If the U.S. boycotted the olympics what would it be? Maybe warmongering is too strong for non-violent action, but it certainly serve the purposes of anti-China warmongers. In the present context the only thing a boycott would accomplish would be to provoke Chinese nationalism. The US spent the whole Cold War backing multiple awful regimes in more direct ways then the Chinese are doing. If a particular company wanted boycott the games that would be different.

Posted by: Christopher Colaninno | Oct 8, 2007 5:22:19 PM

Actually, it's more like, after watching your buddy punch a cement wall unsuccessfully, you urge HIM to lower his head and run skull-first into the barrier. There's no personal risk of pain for these jokers.

Posted by: David Mendelsohn | Oct 8, 2007 6:50:22 PM

Didn't anyone notice Bill Kristol in the Washington Post yesterday suggesting military action against Burma? My goodness, what a fine idea. And who has more credibility to suggest it than Kristol? Then, after we've sorted out those Myanmarian bastards, we might as well nuke China.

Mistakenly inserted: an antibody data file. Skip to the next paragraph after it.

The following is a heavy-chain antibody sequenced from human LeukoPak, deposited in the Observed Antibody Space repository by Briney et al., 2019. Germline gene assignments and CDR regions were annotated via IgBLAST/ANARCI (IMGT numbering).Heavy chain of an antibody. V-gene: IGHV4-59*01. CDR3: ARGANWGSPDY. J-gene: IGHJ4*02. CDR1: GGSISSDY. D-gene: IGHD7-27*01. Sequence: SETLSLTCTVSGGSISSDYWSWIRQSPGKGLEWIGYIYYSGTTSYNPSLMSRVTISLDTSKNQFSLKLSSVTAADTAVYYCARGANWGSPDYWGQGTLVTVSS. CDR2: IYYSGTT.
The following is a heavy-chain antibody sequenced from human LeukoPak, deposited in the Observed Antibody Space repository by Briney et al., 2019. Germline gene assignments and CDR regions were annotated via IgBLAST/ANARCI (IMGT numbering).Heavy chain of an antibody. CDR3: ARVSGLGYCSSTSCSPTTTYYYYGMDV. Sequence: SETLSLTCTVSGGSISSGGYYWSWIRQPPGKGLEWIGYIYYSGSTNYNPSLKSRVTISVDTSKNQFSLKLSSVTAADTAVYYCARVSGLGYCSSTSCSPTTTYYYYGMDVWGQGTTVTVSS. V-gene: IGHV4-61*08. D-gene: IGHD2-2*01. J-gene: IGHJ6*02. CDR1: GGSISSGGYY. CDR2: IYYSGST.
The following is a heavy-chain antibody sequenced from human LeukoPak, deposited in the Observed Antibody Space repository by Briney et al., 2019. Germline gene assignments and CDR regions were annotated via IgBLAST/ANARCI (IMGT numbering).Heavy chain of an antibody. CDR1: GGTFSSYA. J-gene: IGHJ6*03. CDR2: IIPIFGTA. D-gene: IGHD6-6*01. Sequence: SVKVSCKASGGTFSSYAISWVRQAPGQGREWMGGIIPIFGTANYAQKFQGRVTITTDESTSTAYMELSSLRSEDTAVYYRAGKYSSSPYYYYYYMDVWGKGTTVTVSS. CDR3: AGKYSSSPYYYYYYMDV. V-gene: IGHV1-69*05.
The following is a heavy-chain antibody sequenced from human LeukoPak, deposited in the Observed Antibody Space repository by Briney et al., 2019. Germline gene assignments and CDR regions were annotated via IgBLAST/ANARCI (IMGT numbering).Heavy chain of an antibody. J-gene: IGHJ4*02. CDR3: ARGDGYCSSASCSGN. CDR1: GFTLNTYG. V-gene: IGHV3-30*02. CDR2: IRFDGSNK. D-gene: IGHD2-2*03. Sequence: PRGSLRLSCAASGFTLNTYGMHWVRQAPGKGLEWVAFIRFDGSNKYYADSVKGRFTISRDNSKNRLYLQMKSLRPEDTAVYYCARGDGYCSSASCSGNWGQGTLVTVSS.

Posted by: Herschel | Oct 8, 2007 9:09:59 PM

Then, after we've sorted out those Myanmarian bastards, we might as well nuke China.

I think McArthur wanted to do that shortly after Japan surrendered and he was fired for it.

Posted by: El Viajero | Oct 8, 2007 9:29:42 PM

Then there's the point, recently pointed out by Reason's Kerry Howley in the LA Times and elsewhere, that China has far less influence with the Burmese government that most are assuming it has. Which makes boycotting the Olympics or any other slap against China even more pointless.

Posted by: Matt Schiavenza | Oct 8, 2007 9:41:55 PM